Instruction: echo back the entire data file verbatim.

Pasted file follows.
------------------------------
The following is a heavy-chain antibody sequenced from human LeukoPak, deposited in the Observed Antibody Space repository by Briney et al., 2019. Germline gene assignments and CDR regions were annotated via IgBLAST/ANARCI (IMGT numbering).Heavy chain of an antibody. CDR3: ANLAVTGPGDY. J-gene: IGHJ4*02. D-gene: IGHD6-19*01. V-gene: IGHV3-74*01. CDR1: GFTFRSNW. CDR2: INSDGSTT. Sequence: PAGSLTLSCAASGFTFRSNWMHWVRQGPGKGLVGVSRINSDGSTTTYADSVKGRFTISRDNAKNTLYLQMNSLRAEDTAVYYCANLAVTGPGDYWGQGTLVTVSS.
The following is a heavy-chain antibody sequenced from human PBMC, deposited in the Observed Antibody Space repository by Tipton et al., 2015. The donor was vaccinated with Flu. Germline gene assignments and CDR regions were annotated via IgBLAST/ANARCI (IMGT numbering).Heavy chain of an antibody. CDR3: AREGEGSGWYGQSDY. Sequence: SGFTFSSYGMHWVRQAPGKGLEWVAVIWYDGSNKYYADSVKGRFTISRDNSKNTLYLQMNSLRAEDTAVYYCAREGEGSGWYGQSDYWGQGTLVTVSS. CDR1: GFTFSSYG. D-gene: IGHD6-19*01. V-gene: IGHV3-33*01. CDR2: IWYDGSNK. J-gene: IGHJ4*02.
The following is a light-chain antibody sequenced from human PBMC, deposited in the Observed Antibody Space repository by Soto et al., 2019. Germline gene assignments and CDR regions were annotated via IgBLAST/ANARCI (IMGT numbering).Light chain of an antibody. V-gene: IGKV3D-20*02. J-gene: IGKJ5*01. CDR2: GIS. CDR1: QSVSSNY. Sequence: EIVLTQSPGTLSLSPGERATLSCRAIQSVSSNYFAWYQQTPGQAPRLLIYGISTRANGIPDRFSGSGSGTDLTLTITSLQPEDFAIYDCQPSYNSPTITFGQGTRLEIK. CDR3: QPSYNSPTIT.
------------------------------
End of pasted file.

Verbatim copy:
The following is a heavy-chain antibody sequenced from human LeukoPak, deposited in the Observed Antibody Space repository by Briney et al., 2019. Germline gene assignments and CDR regions were annotated via IgBLAST/ANARCI (IMGT numbering).Heavy chain of an antibody. CDR3: ANLAVTGPGDY. J-gene: IGHJ4*02. D-gene: IGHD6-19*01. V-gene: IGHV3-74*01. CDR1: GFTFRSNW. CDR2: INSDGSTT. Sequence: PAGSLTLSCAASGFTFRSNWMHWVRQGPGKGLVGVSRINSDGSTTTYADSVKGRFTISRDNAKNTLYLQMNSLRAEDTAVYYCANLAVTGPGDYWGQGTLVTVSS.
The following is a heavy-chain antibody sequenced from human PBMC, deposited in the Observed Antibody Space repository by Tipton et al., 2015. The donor was vaccinated with Flu. Germline gene assignments and CDR regions were annotated via IgBLAST/ANARCI (IMGT numbering).Heavy chain of an antibody. CDR3: AREGEGSGWYGQSDY. Sequence: SGFTFSSYGMHWVRQAPGKGLEWVAVIWYDGSNKYYADSVKGRFTISRDNSKNTLYLQMNSLRAEDTAVYYCAREGEGSGWYGQSDYWGQGTLVTVSS. CDR1: GFTFSSYG. D-gene: IGHD6-19*01. V-gene: IGHV3-33*01. CDR2: IWYDGSNK. J-gene: IGHJ4*02.
The following is a light-chain antibody sequenced from human PBMC, deposited in the Observed Antibody Space repository by Soto et al., 2019. Germline gene assignments and CDR regions were annotated via IgBLAST/ANARCI (IMGT numbering).Light chain of an antibody. V-gene: IGKV3D-20*02. J-gene: IGKJ5*01. CDR2: GIS. CDR1: QSVSSNY. Sequence: EIVLTQSPGTLSLSPGERATLSCRAIQSVSSNYFAWYQQTPGQAPRLLIYGISTRANGIPDRFSGSGSGTDLTLTITSLQPEDFAIYDCQPSYNSPTITFGQGTRLEIK. CDR3: QPSYNSPTIT.